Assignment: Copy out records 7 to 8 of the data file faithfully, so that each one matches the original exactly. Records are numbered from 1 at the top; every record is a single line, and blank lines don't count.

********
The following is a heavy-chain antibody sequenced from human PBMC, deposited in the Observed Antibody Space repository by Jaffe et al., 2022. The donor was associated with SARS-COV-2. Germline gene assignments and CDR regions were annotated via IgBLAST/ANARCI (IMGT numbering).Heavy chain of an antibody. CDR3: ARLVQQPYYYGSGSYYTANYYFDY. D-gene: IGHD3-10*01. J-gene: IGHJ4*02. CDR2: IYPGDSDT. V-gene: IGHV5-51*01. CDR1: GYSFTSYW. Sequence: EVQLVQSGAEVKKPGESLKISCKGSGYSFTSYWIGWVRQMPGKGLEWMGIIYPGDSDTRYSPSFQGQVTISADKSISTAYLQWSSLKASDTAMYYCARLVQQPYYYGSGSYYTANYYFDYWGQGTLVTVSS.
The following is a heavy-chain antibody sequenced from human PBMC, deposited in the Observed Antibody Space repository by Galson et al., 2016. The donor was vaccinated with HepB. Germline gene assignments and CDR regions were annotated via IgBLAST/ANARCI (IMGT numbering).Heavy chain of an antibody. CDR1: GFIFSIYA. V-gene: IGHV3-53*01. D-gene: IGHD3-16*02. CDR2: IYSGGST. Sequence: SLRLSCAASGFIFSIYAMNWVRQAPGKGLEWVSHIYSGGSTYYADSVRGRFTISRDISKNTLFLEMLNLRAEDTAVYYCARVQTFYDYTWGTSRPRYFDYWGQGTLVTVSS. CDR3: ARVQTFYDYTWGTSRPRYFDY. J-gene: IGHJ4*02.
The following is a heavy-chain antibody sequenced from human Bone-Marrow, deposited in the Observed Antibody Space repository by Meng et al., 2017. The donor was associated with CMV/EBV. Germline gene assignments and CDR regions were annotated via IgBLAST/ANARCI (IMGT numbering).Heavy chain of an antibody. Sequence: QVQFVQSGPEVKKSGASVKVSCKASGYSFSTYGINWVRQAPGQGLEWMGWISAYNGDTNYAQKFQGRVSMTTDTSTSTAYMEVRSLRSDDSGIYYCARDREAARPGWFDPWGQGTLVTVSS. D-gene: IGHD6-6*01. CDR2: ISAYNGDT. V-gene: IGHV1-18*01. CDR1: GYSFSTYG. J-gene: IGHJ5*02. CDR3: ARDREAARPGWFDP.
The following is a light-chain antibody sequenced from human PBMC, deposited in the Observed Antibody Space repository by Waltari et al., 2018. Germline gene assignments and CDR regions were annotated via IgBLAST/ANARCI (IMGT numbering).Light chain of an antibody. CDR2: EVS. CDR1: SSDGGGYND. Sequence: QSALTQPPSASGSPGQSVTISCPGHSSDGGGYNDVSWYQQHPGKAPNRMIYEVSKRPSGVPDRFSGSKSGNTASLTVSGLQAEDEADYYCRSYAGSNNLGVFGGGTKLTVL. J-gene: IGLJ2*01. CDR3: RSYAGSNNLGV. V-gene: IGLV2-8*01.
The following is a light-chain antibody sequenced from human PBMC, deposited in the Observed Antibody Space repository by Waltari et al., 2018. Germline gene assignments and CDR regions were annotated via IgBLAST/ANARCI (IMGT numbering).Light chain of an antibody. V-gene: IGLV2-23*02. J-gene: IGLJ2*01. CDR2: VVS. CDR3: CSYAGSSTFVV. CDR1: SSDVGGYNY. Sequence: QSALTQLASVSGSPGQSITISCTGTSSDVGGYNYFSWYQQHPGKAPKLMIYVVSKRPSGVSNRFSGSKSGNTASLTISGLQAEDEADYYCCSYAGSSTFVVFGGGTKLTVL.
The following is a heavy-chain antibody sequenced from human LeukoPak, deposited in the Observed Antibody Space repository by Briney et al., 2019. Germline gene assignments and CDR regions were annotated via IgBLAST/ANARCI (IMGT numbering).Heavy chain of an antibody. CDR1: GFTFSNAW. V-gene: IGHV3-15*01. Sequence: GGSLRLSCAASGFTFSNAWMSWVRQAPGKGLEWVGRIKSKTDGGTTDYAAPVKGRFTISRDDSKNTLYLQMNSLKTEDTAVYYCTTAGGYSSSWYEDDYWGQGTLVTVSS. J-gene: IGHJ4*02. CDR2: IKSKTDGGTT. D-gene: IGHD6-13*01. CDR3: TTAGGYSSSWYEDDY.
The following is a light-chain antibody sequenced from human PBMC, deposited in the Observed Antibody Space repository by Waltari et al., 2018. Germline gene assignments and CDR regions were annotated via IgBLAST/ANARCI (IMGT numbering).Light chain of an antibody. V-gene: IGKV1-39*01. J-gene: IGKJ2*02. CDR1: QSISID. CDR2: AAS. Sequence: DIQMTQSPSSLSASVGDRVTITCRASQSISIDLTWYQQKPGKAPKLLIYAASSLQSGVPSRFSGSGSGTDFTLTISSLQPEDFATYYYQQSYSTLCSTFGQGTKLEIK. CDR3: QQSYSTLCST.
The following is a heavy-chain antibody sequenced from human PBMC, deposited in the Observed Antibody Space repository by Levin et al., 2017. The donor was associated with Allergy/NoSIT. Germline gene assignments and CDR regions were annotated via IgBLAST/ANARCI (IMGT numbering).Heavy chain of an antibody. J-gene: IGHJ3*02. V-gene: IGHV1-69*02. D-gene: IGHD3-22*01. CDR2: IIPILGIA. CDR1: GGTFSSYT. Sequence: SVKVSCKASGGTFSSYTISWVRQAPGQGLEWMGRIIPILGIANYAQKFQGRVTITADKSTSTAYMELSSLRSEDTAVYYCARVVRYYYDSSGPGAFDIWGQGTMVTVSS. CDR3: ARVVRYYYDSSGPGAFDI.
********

The following is a light-chain antibody sequenced from human PBMC, deposited in the Observed Antibody Space repository by Waltari et al., 2018. Germline gene assignments and CDR regions were annotated via IgBLAST/ANARCI (IMGT numbering).Light chain of an antibody. V-gene: IGKV1-39*01. J-gene: IGKJ2*02. CDR1: QSISID. CDR2: AAS. Sequence: DIQMTQSPSSLSASVGDRVTITCRASQSISIDLTWYQQKPGKAPKLLIYAASSLQSGVPSRFSGSGSGTDFTLTISSLQPEDFATYYYQQSYSTLCSTFGQGTKLEIK. CDR3: QQSYSTLCST.
The following is a heavy-chain antibody sequenced from human PBMC, deposited in the Observed Antibody Space repository by Levin et al., 2017. The donor was associated with Allergy/NoSIT. Germline gene assignments and CDR regions were annotated via IgBLAST/ANARCI (IMGT numbering).Heavy chain of an antibody. J-gene: IGHJ3*02. V-gene: IGHV1-69*02. D-gene: IGHD3-22*01. CDR2: IIPILGIA. CDR1: GGTFSSYT. Sequence: SVKVSCKASGGTFSSYTISWVRQAPGQGLEWMGRIIPILGIANYAQKFQGRVTITADKSTSTAYMELSSLRSEDTAVYYCARVVRYYYDSSGPGAFDIWGQGTMVTVSS. CDR3: ARVVRYYYDSSGPGAFDI.